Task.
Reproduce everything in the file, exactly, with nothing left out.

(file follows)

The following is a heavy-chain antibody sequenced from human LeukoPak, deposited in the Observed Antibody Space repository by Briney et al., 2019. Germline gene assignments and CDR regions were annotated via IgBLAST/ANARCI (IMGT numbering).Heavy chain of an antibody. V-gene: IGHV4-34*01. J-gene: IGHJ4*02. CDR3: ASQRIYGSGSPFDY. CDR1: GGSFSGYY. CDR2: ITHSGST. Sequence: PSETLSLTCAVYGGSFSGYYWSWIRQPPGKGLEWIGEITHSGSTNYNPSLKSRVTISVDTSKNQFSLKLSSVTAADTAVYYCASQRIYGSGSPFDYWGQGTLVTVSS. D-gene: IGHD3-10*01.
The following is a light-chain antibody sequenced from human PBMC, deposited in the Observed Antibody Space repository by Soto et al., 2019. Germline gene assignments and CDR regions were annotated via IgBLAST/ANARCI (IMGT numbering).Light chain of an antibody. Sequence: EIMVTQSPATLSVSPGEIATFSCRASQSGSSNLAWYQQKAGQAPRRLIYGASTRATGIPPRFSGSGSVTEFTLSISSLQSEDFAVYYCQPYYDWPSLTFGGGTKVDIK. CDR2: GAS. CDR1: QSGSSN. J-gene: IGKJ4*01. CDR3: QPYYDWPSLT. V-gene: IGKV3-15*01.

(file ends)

The following is a heavy-chain antibody sequenced from human LeukoPak, deposited in the Observed Antibody Space repository by Briney et al., 2019. Germline gene assignments and CDR regions were annotated via IgBLAST/ANARCI (IMGT numbering).Heavy chain of an antibody. V-gene: IGHV4-34*01. J-gene: IGHJ4*02. CDR3: ASQRIYGSGSPFDY. CDR1: GGSFSGYY. CDR2: ITHSGST. Sequence: PSETLSLTCAVYGGSFSGYYWSWIRQPPGKGLEWIGEITHSGSTNYNPSLKSRVTISVDTSKNQFSLKLSSVTAADTAVYYCASQRIYGSGSPFDYWGQGTLVTVSS. D-gene: IGHD3-10*01.
The following is a light-chain antibody sequenced from human PBMC, deposited in the Observed Antibody Space repository by Soto et al., 2019. Germline gene assignments and CDR regions were annotated via IgBLAST/ANARCI (IMGT numbering).Light chain of an antibody. Sequence: EIMVTQSPATLSVSPGEIATFSCRASQSGSSNLAWYQQKAGQAPRRLIYGASTRATGIPPRFSGSGSVTEFTLSISSLQSEDFAVYYCQPYYDWPSLTFGGGTKVDIK. CDR2: GAS. CDR1: QSGSSN. J-gene: IGKJ4*01. CDR3: QPYYDWPSLT. V-gene: IGKV3-15*01.